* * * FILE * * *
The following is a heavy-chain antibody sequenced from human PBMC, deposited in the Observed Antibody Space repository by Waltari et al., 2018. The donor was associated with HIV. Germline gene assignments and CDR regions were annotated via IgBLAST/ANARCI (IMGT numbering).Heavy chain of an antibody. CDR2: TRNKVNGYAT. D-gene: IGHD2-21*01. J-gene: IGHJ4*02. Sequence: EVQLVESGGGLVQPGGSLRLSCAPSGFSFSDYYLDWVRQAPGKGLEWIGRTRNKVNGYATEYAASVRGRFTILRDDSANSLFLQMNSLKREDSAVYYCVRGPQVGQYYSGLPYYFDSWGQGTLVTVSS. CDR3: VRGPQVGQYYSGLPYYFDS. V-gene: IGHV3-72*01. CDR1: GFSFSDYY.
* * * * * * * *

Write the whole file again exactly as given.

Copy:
The following is a heavy-chain antibody sequenced from human PBMC, deposited in the Observed Antibody Space repository by Waltari et al., 2018. The donor was associated with HIV. Germline gene assignments and CDR regions were annotated via IgBLAST/ANARCI (IMGT numbering).Heavy chain of an antibody. CDR2: TRNKVNGYAT. D-gene: IGHD2-21*01. J-gene: IGHJ4*02. Sequence: EVQLVESGGGLVQPGGSLRLSCAPSGFSFSDYYLDWVRQAPGKGLEWIGRTRNKVNGYATEYAASVRGRFTILRDDSANSLFLQMNSLKREDSAVYYCVRGPQVGQYYSGLPYYFDSWGQGTLVTVSS. CDR3: VRGPQVGQYYSGLPYYFDS. V-gene: IGHV3-72*01. CDR1: GFSFSDYY.